Inside baseball (metaphor)

From Wikipedia, the free encyclopedia
Jump to navigation Jump to search

The phrase "inside baseball" is a term used mainly in the United States.[1] It is "a figurative adjective meaning appreciated by only a small group of insiders or aficionados."[2] It usually refers to a detail-oriented approach to the minutiae of a subject, which requires such a specific knowledge about what is being discussed that the nuances are not understood or appreciated by outsiders.[3]

According to Merriam-Webster, the term originated in the 1890s referring to a particular style of playing the game which relied on singles, walks, bunts, and stolen bases rather than power hitting. Within a few decades the term was being used to mean highly specialized knowledge about baseball, and by the 1950s it was being applied to politics. "Today, inside baseball is used more often to describe non-sporting matters, and typically denotes minutiae or things about which only a few insiders care."[4]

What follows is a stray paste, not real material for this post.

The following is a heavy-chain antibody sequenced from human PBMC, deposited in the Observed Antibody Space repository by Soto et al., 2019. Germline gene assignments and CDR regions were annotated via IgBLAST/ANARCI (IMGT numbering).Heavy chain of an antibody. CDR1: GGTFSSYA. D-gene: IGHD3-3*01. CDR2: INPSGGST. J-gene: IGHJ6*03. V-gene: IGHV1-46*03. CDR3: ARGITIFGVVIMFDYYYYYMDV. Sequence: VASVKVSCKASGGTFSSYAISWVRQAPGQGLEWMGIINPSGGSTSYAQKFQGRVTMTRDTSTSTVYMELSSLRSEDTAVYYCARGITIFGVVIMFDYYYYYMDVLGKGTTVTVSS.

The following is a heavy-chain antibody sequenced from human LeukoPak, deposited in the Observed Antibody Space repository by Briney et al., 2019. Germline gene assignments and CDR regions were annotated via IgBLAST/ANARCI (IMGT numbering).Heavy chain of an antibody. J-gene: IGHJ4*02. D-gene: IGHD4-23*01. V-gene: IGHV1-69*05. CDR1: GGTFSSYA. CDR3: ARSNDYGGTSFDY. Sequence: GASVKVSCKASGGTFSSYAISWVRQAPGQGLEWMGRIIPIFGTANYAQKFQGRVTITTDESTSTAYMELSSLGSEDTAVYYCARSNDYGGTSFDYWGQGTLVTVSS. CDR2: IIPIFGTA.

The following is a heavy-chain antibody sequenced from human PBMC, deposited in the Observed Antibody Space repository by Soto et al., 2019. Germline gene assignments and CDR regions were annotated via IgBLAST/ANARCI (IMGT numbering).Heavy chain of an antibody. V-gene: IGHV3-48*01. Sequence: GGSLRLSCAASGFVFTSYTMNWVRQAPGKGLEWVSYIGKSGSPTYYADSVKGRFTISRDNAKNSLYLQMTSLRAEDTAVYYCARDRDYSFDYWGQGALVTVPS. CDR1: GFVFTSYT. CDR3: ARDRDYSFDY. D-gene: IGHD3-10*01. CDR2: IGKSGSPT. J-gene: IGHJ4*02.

References[edit]

  1. ^ Grant Barrett, The Oxford Dictionary of American Political Slang. Oxford University Press, 2006. p 5-6. ISBN 0195304470. Accessed 21 January 2016
  2. ^ "Inside baseball". Grammarist. Retrieved 27 July 2018.
  3. ^ Safire, William (June 19, 1988). "On Language; Inside Baseball". New York Times Magazine. New York Times. Retrieved 28 February 2012.
  4. ^ "The Inside Scoop on 'Inside Baseball'". Merriam Webster.